Upstairs at O’Henry’s on Drury Street, we’re finished our first pint (I’m drinking Foster’s, so-called amber nectar, while Stuart is drinking Kronenberg, truly a drink fit for kings), and it’s Stuart’s round. A chance for me to take stock, I realise. We’ve been through the first few drawings of London and I’m beginning to get my head round the set up. The artist stayed in a crappy hotel near the junction of Bethnal Green Road and Cambridge Heath Road in Bethnal Green. He’d become familiar with the area, especially a pub called the Salmon and Ball which is smack on the Bethnal Green/Cambridge Heath junction, because a mate of his used to have a bed-sit there. On Stuart’s occasional trips to London over the years, he would stay either with this friend or with another pal that lived in nearby Bow. Attachment to this part of the East End was consolidated in 2007, when Stuart was selected for the Jerwood Artists Platform. In this connection, there was a show of the his work at Cell Project Space, which is further north along Cambridge Heath Road. As it happens, I’m familiar with this area too. Or at least I was. When I use to go East London gallery-bashing in the late Nineties, I would travel from my own bed-sit in South London and emerge onto the London streets at Bethnal Green tube station. I’d visit Maureen Paley’s trend-setting and impeccable – if commercial – gallery to the south of the junction. Then I’d march north to the multi-layered obscurities of the Approach, The Showroom, Mobile Home and NYLON. The Anthony Wilkinson Gallery was at that time also located on the Cambridge Heath Road, and at the time Wilkinson represented Bob and Roberta Smith. Now Bob and Roberta may have gone on to become a prominent artist with Hales Gallery, but these early years, clowning around with faux-naive signage, concrete vegetables and The Ken Ardley Playboys, were surely glory days in their own right. Bob and Roberta’s sign ‘LEFT IS THE NEW RIGHT’ has a permanent place above the Anthony Wilkinson Gallery, bang in the sight-line of all the traffic crawling in an easterly direction along Hackney Road. Well, it has a permanent place there in my mind at least.
I dare say I had the odd drink in The Salmon and Ball in the late Nineties. I know that Stuart had more than the odd pint in there in the summer of 2009. A pint of Stella cost £2.95 in that bar, and Stuart has told me that by the end of the week there was quite a pile of 5 pence pieces, lying on top of the mantelpiece above the boarded-up fireplace of his hideous hotel room. He has recorded many of the room’s main features in drawing 7. Why did he stay in such a dump? Partly because his two mates had moved out of the East End so he couldn’t stay with them. Partly because he does not have a network of art world cronies that he can stay with in the supposedly more enlightened cities of Europe. And partly because the room only cost £29.50 per night. In short, the place was dirt cheap, and it was very close to a pub that he liked and which sold Stella at a good price. Ten times £2.95 equals £29.50. I hope Stuart wasn’t tempted to drink away the price of his bed every night of his stay!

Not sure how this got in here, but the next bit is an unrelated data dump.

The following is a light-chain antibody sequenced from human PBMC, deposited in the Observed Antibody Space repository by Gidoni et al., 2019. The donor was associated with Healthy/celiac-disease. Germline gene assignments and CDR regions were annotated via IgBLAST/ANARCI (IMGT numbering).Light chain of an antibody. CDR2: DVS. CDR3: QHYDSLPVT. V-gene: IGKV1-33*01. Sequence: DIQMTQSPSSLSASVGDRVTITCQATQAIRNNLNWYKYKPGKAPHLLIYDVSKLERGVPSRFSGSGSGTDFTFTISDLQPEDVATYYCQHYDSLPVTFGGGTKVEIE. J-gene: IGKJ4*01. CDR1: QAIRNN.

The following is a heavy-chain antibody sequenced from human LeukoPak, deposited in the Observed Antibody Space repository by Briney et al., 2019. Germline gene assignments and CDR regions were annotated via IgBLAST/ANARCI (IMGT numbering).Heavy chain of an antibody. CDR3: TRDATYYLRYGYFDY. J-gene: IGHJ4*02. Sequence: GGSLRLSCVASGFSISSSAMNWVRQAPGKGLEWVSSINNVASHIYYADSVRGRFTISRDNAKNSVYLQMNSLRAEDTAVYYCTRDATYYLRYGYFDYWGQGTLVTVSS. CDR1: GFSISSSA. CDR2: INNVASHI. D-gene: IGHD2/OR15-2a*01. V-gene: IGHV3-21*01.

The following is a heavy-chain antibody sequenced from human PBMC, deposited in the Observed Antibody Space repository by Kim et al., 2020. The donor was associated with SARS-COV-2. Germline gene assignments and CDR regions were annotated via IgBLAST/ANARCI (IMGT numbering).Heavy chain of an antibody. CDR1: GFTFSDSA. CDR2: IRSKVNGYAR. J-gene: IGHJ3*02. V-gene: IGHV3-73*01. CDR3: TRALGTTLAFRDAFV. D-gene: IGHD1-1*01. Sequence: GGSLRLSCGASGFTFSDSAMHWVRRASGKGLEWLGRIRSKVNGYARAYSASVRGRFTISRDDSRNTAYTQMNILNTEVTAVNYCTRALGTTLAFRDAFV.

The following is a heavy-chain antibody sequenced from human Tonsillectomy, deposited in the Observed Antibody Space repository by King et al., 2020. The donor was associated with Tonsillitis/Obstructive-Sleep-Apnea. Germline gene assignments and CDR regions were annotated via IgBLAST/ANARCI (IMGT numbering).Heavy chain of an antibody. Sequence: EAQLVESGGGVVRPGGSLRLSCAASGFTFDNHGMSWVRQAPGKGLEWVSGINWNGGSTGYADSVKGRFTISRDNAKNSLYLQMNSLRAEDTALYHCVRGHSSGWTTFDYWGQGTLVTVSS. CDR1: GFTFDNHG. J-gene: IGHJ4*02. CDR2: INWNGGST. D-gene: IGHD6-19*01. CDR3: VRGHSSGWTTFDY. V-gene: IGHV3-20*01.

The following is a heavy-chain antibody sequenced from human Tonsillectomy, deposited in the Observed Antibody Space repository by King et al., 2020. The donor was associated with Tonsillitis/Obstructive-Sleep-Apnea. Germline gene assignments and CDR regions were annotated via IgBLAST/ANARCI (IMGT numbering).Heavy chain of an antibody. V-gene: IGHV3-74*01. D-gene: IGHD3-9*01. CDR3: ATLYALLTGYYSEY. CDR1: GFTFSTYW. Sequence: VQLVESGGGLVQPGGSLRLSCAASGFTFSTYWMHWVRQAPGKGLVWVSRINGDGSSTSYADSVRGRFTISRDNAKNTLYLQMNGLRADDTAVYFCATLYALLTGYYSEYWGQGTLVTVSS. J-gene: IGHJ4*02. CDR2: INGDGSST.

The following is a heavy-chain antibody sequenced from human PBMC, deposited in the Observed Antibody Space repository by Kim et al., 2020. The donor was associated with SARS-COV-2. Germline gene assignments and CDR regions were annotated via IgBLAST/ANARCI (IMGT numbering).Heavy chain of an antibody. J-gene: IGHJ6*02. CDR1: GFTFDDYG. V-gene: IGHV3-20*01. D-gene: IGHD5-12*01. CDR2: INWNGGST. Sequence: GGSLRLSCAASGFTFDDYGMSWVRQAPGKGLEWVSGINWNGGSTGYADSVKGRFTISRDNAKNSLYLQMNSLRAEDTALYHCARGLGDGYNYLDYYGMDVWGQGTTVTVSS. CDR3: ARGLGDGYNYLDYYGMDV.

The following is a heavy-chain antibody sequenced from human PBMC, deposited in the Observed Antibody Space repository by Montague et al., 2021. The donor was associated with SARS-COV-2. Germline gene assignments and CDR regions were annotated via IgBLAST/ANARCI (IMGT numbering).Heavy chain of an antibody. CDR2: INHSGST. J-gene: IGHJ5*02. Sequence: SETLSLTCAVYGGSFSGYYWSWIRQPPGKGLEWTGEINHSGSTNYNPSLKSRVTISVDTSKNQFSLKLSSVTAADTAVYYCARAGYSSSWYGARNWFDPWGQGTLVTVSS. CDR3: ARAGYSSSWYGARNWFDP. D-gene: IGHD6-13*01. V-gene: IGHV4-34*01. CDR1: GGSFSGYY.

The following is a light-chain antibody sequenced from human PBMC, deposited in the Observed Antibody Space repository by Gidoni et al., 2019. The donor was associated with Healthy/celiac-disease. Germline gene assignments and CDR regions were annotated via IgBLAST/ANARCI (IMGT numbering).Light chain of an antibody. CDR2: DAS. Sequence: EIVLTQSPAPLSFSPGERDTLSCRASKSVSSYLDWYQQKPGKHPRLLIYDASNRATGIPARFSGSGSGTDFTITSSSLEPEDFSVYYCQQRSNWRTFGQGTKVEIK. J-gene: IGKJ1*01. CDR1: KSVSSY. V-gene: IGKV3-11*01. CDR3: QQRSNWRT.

I need to remind myself here that Stuart paid all the costs of his time in London. Steve Smith, who curated the group show where Stuart eventually showed his London drawings, had seen Stuart’s work at Cell Project Space, and had liked it a lot. But in asking, at relatively short notice, Stuart to be part of Trash Vortex at the Hackney Wicked Festival, Steve made it clear that the organisation of which he was a member, Tangent Projects, was artist-run and without any funding to speak of. Too bad. But sometimes it’s just nice to be asked to do stuff. Of course it is – this essay is proud to be unfunded at the time of writing. So Stuart took out a loan with Royal Mail Credit Union, and there he was with a return ticket to London, cheap digs and his pockets full of beer money.
‘Sorry, about that,’ says Stuart putting down a new pint of Foster’s in front of me. ‘The Foster’s was no problem but something was up with the Kronenburg. I had to wait.’
We go through the next batch of drawings. When I get to the one of a young woman in a pub telling Stuart that she’s been paid in dresses for cutting someone’s hair, which comes close to being charming despite all its rough edges, I ask who she is.
‘That’s Kim. She’s an artist friend I met through other friends when she lived in Glasgow for a while. It was she who suggested to the Embassy Gallery in Edinburgh that my work would work well alongside Alasdair Gray’s.’
‘Nice one. I hope you gave her a couple of nice dresses in return for that useful insight.’